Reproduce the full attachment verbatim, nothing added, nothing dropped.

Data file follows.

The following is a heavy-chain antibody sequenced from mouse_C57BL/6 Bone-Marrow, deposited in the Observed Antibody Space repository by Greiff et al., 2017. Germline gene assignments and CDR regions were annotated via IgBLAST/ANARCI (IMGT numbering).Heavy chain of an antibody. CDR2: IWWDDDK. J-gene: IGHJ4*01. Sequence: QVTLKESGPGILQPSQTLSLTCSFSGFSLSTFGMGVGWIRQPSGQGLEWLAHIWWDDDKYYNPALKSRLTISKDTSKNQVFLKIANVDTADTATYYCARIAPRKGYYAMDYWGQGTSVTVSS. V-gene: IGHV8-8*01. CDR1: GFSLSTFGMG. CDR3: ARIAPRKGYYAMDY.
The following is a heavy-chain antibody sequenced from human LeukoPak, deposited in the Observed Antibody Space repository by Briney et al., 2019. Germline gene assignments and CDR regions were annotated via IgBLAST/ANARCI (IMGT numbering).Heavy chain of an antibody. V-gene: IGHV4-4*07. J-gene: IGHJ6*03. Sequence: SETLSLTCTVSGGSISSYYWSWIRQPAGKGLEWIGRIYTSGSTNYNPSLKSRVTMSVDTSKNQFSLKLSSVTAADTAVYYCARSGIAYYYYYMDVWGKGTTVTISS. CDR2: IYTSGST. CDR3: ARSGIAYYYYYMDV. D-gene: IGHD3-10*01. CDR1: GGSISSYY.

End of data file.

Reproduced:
The following is a heavy-chain antibody sequenced from mouse_C57BL/6 Bone-Marrow, deposited in the Observed Antibody Space repository by Greiff et al., 2017. Germline gene assignments and CDR regions were annotated via IgBLAST/ANARCI (IMGT numbering).Heavy chain of an antibody. CDR2: IWWDDDK. J-gene: IGHJ4*01. Sequence: QVTLKESGPGILQPSQTLSLTCSFSGFSLSTFGMGVGWIRQPSGQGLEWLAHIWWDDDKYYNPALKSRLTISKDTSKNQVFLKIANVDTADTATYYCARIAPRKGYYAMDYWGQGTSVTVSS. V-gene: IGHV8-8*01. CDR1: GFSLSTFGMG. CDR3: ARIAPRKGYYAMDY.
The following is a heavy-chain antibody sequenced from human LeukoPak, deposited in the Observed Antibody Space repository by Briney et al., 2019. Germline gene assignments and CDR regions were annotated via IgBLAST/ANARCI (IMGT numbering).Heavy chain of an antibody. V-gene: IGHV4-4*07. J-gene: IGHJ6*03. Sequence: SETLSLTCTVSGGSISSYYWSWIRQPAGKGLEWIGRIYTSGSTNYNPSLKSRVTMSVDTSKNQFSLKLSSVTAADTAVYYCARSGIAYYYYYMDVWGKGTTVTISS. CDR2: IYTSGST. CDR3: ARSGIAYYYYYMDV. D-gene: IGHD3-10*01. CDR1: GGSISSYY.